And it could only be a matter of time before the entire industry is hit with a "huge amount of pain", should staff absenteeism continue.
However it is not just WA processors who are desperate for labour - it is a national problem that has been around for some time and has been heightened by COVID-19.
Australian Meat Industry Council (AMIC) chief executive officer Patrick Hutchinson said 75 per cent of facilities across the country were operating at a capacity of 80pc or less.
He said WA could be harder hit again, given the State government's tight interstate and international border restrictions and closures.
"There are some fairly big facilities in WA across beef, sheep, pork and goat," Mr Hutchinson said.
"While they all vary in size and location, they all share the same issue - that is they are struggling to find workers."
Every day, Australia's meat industry advertises between 3500 and 4000 positions for both skilled and unskilled workers.
Butcher shops are also close to reaching a pinch-point with more than 500 vacancies posted.
According to the Australian Bureau of Agricultural and Resource Economics and Sciences (ABARES) beef and veal September quarter 2021 outlook beef production is forecast to rise by 7.2pc to 2061 kilotonnes in 2021-2022, despite high input prices and labour shortages.
In the 12 months to June 30, only a limited number of market-ready cattle were available due to a low national herd size.
This is expected to change next year, as the impact of herd rebuilding becomes more apparent.
A recent AMIC member survey stated 59pc of processors in Australia cited a lack of skilled labour as the reason for workforce shortages and 23pc pointed to the lack of visa and international workers.
Additionally, concerns had been raised about the ability to return to higher capacity as processors did not have workers to draw on.
The ABARES outlook said shortages were unlikely to change significantly through 2021-2022 and were therefore likely to affect meat production volumes.
"The cattle herd is recovering from a 30-year low and processing volumes are accordingly low," the outlook said.
"The processing industry relies on visa holders and recent migrants to make up its workforce and therefore is subject to the current cap on international arrivals in Australia.
"To take advantage of a larger herd in the future, the processing industry will have to ensure it has sufficient skilled labour."
Mr Hutchinson said meat processing businesses in Australia wanted to hire a local workforce and the misnomer of 'cheap overseas labour' was untrue.
"Hundreds of thousands of dollars have been invested in extracting an international workforce," he said.
"The industry is having to pay for quarantine and will pay for quarantine because it needs it.
"Everyone is paid the same, employers are actually taxed on overseas workers.
"This includes putting money into the Skilling Australia Fund, which is there to - as the name suggests - skill Australians.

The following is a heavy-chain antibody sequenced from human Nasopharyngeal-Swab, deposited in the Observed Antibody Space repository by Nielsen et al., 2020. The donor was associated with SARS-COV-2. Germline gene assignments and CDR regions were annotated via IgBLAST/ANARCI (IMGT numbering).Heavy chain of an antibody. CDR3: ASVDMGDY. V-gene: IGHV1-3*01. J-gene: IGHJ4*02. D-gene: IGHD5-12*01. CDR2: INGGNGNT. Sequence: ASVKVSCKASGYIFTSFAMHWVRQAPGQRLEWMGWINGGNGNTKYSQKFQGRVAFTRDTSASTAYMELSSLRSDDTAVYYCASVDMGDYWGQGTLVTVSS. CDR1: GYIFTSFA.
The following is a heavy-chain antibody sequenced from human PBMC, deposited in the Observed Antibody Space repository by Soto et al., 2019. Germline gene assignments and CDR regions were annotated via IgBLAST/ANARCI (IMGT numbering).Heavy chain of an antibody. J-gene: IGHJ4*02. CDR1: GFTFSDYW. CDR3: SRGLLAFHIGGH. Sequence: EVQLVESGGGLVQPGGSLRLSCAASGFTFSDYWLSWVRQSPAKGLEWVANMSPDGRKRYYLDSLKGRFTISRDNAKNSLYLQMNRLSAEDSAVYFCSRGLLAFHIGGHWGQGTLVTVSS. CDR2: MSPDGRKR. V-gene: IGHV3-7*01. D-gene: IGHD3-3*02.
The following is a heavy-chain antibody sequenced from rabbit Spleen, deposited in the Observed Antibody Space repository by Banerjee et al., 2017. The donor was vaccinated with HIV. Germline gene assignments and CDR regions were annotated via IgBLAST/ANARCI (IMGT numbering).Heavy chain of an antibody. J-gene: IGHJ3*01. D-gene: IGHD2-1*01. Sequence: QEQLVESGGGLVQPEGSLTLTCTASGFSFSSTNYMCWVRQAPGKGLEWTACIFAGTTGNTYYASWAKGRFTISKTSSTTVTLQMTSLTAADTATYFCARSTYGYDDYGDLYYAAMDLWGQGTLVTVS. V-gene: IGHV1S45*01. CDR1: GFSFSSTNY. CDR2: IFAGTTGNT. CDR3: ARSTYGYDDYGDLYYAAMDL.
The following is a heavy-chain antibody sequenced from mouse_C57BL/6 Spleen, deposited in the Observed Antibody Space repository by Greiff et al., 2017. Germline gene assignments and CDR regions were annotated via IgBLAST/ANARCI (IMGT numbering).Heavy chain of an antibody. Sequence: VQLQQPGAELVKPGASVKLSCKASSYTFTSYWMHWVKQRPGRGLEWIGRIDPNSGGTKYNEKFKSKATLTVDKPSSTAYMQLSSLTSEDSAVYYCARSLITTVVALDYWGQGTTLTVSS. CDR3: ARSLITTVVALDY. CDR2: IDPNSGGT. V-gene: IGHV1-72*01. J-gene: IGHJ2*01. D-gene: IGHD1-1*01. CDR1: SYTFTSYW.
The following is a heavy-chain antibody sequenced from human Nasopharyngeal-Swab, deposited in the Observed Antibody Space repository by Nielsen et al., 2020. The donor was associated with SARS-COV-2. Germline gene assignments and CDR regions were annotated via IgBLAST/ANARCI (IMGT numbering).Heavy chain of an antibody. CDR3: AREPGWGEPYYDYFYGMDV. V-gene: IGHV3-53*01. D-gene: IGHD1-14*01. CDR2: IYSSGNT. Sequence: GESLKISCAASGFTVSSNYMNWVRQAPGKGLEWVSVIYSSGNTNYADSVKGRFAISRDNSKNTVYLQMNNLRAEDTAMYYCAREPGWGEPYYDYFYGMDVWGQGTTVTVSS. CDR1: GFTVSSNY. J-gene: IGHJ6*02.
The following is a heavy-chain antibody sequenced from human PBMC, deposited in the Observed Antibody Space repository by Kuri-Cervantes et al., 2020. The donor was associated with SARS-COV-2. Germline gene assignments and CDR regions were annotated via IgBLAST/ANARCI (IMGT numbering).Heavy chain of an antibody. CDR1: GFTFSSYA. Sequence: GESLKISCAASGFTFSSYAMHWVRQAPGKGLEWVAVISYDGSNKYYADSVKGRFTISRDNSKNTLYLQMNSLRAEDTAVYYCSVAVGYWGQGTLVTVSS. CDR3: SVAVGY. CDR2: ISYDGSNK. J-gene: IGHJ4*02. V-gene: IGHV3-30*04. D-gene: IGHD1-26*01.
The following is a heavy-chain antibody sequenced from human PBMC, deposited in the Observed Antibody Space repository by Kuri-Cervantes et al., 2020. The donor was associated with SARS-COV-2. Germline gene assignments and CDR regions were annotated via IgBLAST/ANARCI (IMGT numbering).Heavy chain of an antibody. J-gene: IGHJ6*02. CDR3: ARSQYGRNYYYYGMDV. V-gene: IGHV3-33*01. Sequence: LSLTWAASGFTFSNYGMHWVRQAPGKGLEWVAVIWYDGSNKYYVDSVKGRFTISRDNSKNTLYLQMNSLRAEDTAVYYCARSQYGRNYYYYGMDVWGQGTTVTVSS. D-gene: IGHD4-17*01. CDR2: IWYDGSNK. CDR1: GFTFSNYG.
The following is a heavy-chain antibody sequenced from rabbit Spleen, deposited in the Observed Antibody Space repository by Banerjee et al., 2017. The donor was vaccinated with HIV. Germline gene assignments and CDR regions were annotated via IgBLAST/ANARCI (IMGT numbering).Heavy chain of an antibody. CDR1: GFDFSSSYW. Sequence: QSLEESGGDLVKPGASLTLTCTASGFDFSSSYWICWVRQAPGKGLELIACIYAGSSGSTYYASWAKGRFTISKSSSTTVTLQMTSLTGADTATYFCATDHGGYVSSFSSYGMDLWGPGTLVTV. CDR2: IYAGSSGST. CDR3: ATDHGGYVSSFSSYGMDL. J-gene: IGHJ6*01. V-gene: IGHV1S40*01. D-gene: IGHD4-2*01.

"The problem is we are unsure if any money has been invested from that fund into the meat industry."
Mr Hutchinson described "finding people who wanted to do the work" as the biggest in the job market.
He said COVID-19 Jobseeker payments had taken much of the incentive out of working, with people electing to stay at home.
However, some unions disagreed and floated the idea of increased wages as a possible solution.
"Already we have - and are viewed to have - the most expensive meat processing workforce in the world," Mr Hutchinson said.
"We also have the most expensive livestock and logistics chain, yet some way or another we have still been able to keep our head above the water and hold onto the majority of our markets.
"However, another year of this and I would suggest there is going to be a huge amount of pain, so throwing up wages is not the answer."
Mr Hutchinson suggested farmers would be the first affected through lower livestock prices.
He said processors could then be forced to close down entirely or operate on reduced shifts to try and chase margins.
"Most agricultural areas are going to produce more raw material in livestock at a time when we are seeing good seasons," he said.
"If we find that we don't have the ability to process meat, animals would then age and the opportunity to be sold as for example, lamb, would be lost.
"That is what we are trying to make everyone aware of."
When it comes to enticing people to work for the meat industry, Mr Hutchinson said it simply came down to understanding its true value, as well as the opportunities that existed for unskilled, semiskilled and skilled workers.
He said for people out of work, or who had been out of work for a while in rural and regional areas, employment had the opportunity to open the door to a career.
"The jobs are there and we are more than happy to help people in any way, shape or form," Mr Hutchinson said.
"There are a range of different areas for people to work in from augmentation, gamification, automation, as well as processing livestock and boxing meat.
"Yes, it is difficult in some parts and it is factory work, but it is well paid factory work and, as I said, we have the highest paid meat processing industry workforce in the world."
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